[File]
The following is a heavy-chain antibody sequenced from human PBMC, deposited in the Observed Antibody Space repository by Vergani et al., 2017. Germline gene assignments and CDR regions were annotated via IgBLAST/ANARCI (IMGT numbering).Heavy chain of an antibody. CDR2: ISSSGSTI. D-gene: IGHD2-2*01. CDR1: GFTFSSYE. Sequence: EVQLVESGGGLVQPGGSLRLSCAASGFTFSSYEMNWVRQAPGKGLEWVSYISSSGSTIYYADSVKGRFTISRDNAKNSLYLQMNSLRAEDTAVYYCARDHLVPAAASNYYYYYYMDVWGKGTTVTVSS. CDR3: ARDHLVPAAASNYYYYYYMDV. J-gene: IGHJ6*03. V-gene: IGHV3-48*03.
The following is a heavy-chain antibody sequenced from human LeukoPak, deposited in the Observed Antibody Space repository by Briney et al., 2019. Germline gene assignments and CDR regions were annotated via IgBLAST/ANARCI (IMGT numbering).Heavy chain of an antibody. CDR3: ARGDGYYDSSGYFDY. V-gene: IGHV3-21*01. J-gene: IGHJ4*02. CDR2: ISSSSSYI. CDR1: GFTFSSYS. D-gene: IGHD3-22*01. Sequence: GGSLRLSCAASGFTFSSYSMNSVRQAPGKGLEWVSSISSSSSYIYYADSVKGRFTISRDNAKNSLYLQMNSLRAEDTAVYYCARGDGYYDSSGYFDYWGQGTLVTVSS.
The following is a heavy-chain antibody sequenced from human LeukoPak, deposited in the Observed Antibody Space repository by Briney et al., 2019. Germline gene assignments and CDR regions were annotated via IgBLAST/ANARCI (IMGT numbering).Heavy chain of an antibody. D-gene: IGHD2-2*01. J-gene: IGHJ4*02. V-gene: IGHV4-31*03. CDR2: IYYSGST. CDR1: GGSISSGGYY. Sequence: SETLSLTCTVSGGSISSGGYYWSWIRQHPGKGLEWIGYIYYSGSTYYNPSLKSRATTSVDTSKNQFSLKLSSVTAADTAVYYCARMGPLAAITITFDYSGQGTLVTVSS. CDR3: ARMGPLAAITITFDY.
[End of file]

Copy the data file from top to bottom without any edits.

The following is a heavy-chain antibody sequenced from human PBMC, deposited in the Observed Antibody Space repository by Vergani et al., 2017. Germline gene assignments and CDR regions were annotated via IgBLAST/ANARCI (IMGT numbering).Heavy chain of an antibody. CDR2: ISSSGSTI. D-gene: IGHD2-2*01. CDR1: GFTFSSYE. Sequence: EVQLVESGGGLVQPGGSLRLSCAASGFTFSSYEMNWVRQAPGKGLEWVSYISSSGSTIYYADSVKGRFTISRDNAKNSLYLQMNSLRAEDTAVYYCARDHLVPAAASNYYYYYYMDVWGKGTTVTVSS. CDR3: ARDHLVPAAASNYYYYYYMDV. J-gene: IGHJ6*03. V-gene: IGHV3-48*03.
The following is a heavy-chain antibody sequenced from human LeukoPak, deposited in the Observed Antibody Space repository by Briney et al., 2019. Germline gene assignments and CDR regions were annotated via IgBLAST/ANARCI (IMGT numbering).Heavy chain of an antibody. CDR3: ARGDGYYDSSGYFDY. V-gene: IGHV3-21*01. J-gene: IGHJ4*02. CDR2: ISSSSSYI. CDR1: GFTFSSYS. D-gene: IGHD3-22*01. Sequence: GGSLRLSCAASGFTFSSYSMNSVRQAPGKGLEWVSSISSSSSYIYYADSVKGRFTISRDNAKNSLYLQMNSLRAEDTAVYYCARGDGYYDSSGYFDYWGQGTLVTVSS.
The following is a heavy-chain antibody sequenced from human LeukoPak, deposited in the Observed Antibody Space repository by Briney et al., 2019. Germline gene assignments and CDR regions were annotated via IgBLAST/ANARCI (IMGT numbering).Heavy chain of an antibody. D-gene: IGHD2-2*01. J-gene: IGHJ4*02. V-gene: IGHV4-31*03. CDR2: IYYSGST. CDR1: GGSISSGGYY. Sequence: SETLSLTCTVSGGSISSGGYYWSWIRQHPGKGLEWIGYIYYSGSTYYNPSLKSRATTSVDTSKNQFSLKLSSVTAADTAVYYCARMGPLAAITITFDYSGQGTLVTVSS. CDR3: ARMGPLAAITITFDY.